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Mass customization is the real reason for PLM to want MBOM

November 25, 2014

Data ownership is an interesting topic. Our life is getting more digital every day and we are asking many interesting questions about who owns data about us. Who owns the data about our Facebook profiles, who owns social media data we created and many others. While still there are some gaps in understanding who owns […]

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PLM vendors’ fight over BOM will require to solve data synchronization problems

November 10, 2014

Engineering.com article by Verdi Ogewell earlier today is introducing a next step of PLM vs. ERP battle for ownership of manufacturing BOM. Navigate to the following link to read a very provoking interview with Siemens PLM CEO Chuck Grinstaff who says – “PLM should take over ownership of the manufacturing BOM too“. I’ve been writing about […]

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Multiple dimensions of BOM complexity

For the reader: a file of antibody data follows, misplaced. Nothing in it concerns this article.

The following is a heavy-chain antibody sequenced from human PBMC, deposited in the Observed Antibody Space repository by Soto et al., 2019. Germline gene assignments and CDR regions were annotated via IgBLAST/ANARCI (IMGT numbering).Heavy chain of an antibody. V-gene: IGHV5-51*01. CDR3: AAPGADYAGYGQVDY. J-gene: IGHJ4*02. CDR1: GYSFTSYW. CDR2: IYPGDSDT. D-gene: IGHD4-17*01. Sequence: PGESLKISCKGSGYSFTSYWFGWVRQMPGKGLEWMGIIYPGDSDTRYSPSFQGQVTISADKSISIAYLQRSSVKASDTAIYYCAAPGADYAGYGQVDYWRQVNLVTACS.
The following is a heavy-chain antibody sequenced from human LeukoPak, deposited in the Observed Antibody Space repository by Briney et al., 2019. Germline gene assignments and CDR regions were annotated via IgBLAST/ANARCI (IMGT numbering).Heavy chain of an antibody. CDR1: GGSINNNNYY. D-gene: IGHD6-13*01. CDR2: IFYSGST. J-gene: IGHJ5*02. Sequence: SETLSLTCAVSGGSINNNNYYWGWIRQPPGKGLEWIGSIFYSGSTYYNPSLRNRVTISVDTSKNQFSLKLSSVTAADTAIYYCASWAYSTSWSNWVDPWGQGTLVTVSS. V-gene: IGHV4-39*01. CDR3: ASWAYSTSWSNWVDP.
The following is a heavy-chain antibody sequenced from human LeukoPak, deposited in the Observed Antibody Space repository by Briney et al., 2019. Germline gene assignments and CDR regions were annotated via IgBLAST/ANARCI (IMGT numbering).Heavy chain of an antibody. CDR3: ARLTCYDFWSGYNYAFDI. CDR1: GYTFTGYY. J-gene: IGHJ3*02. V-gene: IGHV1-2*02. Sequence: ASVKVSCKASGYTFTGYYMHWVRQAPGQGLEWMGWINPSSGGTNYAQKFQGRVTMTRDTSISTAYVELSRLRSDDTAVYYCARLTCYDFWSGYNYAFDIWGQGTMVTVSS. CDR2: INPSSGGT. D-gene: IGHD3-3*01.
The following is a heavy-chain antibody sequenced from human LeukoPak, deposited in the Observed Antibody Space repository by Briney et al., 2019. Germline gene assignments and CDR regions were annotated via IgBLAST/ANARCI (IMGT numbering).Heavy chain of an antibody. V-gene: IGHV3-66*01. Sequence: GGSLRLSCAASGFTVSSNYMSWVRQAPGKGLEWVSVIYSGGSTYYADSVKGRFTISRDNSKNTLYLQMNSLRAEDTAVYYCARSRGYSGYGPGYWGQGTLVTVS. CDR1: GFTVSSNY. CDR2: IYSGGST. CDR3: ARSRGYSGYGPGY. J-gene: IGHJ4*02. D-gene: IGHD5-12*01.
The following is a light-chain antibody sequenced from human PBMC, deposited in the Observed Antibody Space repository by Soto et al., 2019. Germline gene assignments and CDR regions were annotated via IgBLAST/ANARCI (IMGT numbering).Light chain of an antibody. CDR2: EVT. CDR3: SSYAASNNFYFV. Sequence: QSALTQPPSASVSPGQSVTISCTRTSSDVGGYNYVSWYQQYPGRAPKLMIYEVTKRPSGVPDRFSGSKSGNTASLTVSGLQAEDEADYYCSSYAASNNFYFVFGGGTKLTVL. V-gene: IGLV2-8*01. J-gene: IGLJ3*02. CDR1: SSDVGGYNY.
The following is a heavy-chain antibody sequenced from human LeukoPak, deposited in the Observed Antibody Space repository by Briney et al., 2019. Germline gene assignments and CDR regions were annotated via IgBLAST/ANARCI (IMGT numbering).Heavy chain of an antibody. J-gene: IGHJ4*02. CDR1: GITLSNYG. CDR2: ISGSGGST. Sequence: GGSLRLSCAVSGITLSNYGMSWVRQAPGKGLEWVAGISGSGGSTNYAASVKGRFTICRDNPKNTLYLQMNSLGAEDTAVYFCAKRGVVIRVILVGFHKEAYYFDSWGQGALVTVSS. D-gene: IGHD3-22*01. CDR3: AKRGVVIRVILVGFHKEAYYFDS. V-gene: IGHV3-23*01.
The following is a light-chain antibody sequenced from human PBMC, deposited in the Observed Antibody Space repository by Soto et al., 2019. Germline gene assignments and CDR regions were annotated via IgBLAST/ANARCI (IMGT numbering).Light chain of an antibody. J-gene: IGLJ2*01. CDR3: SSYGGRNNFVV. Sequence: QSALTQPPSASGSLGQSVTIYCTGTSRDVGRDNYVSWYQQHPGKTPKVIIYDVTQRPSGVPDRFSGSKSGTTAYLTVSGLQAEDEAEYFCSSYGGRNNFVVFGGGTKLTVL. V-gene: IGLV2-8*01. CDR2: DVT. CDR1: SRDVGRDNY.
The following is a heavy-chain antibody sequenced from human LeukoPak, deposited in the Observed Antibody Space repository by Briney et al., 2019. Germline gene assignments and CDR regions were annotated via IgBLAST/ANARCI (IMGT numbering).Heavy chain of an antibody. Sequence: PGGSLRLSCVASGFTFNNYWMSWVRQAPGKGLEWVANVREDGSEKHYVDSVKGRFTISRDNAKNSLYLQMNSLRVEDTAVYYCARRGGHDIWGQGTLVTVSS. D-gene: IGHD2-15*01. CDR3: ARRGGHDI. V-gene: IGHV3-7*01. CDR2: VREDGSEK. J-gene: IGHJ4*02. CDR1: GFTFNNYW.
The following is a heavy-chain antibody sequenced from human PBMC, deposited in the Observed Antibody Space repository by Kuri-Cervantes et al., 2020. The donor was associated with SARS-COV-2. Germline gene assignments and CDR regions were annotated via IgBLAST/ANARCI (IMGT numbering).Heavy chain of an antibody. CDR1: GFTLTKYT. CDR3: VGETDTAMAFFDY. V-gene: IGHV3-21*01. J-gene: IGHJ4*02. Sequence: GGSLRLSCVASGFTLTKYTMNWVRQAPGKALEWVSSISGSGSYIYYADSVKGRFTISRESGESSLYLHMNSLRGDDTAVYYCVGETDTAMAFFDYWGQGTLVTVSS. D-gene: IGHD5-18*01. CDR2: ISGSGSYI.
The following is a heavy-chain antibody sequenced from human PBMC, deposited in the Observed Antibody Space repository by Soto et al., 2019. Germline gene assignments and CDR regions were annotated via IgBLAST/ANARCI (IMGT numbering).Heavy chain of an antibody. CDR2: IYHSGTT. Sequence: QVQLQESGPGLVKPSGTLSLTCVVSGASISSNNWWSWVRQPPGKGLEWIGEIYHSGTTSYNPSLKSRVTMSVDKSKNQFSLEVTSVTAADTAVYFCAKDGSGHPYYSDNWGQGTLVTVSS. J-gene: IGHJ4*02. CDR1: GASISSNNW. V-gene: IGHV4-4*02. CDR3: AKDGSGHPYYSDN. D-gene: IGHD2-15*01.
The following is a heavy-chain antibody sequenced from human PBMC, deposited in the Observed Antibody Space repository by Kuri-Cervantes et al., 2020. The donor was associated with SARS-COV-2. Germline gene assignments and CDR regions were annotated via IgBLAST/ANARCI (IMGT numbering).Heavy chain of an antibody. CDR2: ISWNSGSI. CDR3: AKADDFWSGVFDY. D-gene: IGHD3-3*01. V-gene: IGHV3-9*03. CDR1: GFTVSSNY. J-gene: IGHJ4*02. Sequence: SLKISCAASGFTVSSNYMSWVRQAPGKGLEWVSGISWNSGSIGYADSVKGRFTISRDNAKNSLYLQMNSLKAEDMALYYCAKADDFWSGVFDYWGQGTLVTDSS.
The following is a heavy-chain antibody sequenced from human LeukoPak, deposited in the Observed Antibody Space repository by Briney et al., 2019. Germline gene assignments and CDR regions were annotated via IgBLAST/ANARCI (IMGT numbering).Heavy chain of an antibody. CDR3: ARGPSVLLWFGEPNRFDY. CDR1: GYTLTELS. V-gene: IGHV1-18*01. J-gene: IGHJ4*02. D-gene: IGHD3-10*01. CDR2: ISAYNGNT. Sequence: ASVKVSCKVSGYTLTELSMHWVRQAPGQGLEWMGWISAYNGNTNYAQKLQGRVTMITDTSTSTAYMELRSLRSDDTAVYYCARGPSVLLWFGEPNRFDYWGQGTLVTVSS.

October 15, 2014

Bill of Material topic is getting more attention these days. No surprise. BOM is a center of universe in manufacturing (and not only) world. People can disagree about terminology applied to BOM management. Depends on a specific domain people can call it part list, specification, formula. But at the same time, everybody speak about the […]

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MBOM collaboration and cost of change

October 9, 2014

The only thing that is constant is change. This is very much applies to everything we do around BOM. Engineering and manufacturing eco-system are full of jokes about engineering changes. You maybe heard about renaming “engineering change order” into “engineering mistake order” as well as the correlation between number of engineers and number of ECOs […]